What grew here, what can grow here

| 11/16/2012 10:19:17 AM

Several years ago, the National Wildlife Federation printed an article that intrigued me. The article started with the idea of what would happen over time if you quit tending your lawn. Of course your neighbors might be aggravated and things would look shabby. In the long run, your lawn or garden would return to nature. Of course, nature looks different in different areas of the country. In some areas, trees sprout and eventually turn into woodland. In other areas, trees die out and grass returns. The article scenario was for the east coast so only mowing was eliminated from the plan. Living on the plains, I would suggest that watering would also be eliminated from the plan as most lawns and gardens would be quite different living only on natural precipitation.

These scenarios are interesting and useful as well. Certainly we all like to improve upon nature, whether growing food, trees or sod but the improvement can take a lot of effort.

To see nature in your area, look about at land that is not cultivated or tended. It might look like some of the prairies in my area or it could grow taller grasses, or trees. Nature moves in stages and initially, weeds and other species that are sometimes described as growing in “disturbed” areas will invade. Rural roadsides are often like this. With frequent grading or mowing, only the first wave of the natural vegetation can become established. It can take twenty years or more for an area to return to nature.

Another area that can become very natural is near a creek or river where the land is either too wet or too rough for agriculture. In many parts of the country, these areas area are also rich in wildlife and used for hunting, bird watching and other wildlife activities.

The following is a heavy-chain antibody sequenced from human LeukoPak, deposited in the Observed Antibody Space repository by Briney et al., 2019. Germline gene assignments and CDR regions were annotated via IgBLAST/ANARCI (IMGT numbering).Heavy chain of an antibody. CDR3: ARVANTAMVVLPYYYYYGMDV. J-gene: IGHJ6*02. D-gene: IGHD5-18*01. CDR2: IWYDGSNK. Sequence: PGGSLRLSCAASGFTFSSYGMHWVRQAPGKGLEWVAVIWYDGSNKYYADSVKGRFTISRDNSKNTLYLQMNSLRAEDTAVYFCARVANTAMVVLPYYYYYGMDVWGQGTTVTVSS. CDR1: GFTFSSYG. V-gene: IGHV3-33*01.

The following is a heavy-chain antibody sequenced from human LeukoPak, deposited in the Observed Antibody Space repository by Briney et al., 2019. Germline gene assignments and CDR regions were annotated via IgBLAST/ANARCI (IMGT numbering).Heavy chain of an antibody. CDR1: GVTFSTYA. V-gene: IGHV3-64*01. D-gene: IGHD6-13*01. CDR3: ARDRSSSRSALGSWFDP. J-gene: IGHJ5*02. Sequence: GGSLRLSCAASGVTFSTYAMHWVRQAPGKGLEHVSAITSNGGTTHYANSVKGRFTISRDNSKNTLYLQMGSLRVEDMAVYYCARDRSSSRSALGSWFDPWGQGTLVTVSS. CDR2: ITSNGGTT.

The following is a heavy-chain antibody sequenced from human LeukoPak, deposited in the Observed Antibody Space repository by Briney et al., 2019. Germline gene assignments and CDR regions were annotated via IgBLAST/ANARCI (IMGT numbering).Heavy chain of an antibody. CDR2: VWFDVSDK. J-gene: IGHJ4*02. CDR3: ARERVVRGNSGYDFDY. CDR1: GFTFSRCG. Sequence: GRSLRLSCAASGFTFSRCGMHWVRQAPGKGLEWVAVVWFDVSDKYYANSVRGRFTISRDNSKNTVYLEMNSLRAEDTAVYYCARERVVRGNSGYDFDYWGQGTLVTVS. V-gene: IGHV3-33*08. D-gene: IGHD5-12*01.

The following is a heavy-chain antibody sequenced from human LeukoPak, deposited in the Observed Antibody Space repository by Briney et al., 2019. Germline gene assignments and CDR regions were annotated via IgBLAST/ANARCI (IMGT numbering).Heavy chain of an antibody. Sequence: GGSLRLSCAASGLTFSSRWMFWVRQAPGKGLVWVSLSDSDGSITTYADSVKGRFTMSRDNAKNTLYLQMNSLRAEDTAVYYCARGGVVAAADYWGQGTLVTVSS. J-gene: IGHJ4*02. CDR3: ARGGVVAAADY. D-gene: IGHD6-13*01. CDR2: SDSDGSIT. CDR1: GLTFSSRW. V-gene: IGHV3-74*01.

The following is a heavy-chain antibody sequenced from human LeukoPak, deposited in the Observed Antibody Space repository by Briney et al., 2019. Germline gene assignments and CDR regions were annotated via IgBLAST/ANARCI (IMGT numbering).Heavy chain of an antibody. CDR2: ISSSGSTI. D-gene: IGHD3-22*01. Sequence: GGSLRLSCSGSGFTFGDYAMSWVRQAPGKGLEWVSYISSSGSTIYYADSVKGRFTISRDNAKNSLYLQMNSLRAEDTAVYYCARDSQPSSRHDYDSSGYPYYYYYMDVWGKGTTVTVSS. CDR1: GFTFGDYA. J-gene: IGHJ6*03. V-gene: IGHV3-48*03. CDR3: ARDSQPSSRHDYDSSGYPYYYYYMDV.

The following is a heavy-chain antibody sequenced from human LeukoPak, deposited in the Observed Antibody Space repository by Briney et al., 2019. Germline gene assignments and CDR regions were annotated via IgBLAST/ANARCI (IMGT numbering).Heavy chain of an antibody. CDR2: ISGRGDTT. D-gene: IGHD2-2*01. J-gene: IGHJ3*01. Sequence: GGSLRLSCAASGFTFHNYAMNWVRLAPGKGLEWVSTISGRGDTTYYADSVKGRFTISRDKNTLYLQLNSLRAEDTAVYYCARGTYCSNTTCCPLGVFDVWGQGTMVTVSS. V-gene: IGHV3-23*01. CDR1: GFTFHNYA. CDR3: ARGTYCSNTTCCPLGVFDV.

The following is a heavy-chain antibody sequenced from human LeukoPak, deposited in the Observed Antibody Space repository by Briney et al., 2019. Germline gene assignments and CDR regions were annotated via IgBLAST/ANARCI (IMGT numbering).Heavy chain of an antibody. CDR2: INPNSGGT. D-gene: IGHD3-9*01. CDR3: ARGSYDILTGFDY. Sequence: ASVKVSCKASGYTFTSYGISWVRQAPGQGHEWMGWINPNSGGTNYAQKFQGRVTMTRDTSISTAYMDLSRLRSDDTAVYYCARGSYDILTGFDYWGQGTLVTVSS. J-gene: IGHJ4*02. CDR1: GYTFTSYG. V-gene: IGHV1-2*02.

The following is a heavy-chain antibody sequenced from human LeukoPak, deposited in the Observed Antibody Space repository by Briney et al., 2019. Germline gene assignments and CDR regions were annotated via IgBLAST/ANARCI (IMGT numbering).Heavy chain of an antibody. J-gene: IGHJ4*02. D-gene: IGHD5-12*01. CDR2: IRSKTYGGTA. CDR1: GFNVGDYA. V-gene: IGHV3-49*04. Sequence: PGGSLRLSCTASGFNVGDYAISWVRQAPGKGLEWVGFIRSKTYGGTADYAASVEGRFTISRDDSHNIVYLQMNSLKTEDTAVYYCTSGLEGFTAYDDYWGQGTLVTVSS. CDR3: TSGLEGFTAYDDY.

A lesson that we can take away from studying these natural areas is the possibilities of what your land will support. I have seen numerous abandoned farmsteads on the plains and inevitably they are marked with dead or dying trees. Once trees are not regularly watered, they eventually become stressed by the cycles of precipitation and most die out in time. To have a tree shaded lawn here, I must either water trees regularly or select very drought resistant species that can more likely withstand the dry cycles.

Some in this area advocate xeriscaping, planning for very low water usage. One part of this plan is using Buffalo grass for lawn coverage. While, I water a lawn, I can see some befits to this tough, low growing grass. It never becomes tall or needs mowed. While it is more of a grey green, it is tough and endures with very little water. 

11/18/2012 4:30:50 AM

Minnie, I can tell you exactly what happens in Nebraska if land is left unattended. You might be aware of my blog here at GRIT and the time I've spent bringing my parcel of land under cultivation after being unattended for at least 11 years and probably much longer than that. Wild grape vines were abundant surrounded by nettle weeds. Burdock and wild grass that reached a height of at least shoulder high. Intermixed with this was Mulberry tree saplings and other tough brush plants. Scattered through out the land were massive Canadian Thistle and some kind of low tough stringy plant with roots that went to China. Of course bind weed tried to cover as much of the vegetation as possible. A large Mulberry tree and a humongous cottonwood tree anchored the property. All these plants seemed to prosper through the drought and hot weather of the summer. It definitely was a battle to bring the wild untamed land under cultivation. Have a great xeriscape day.

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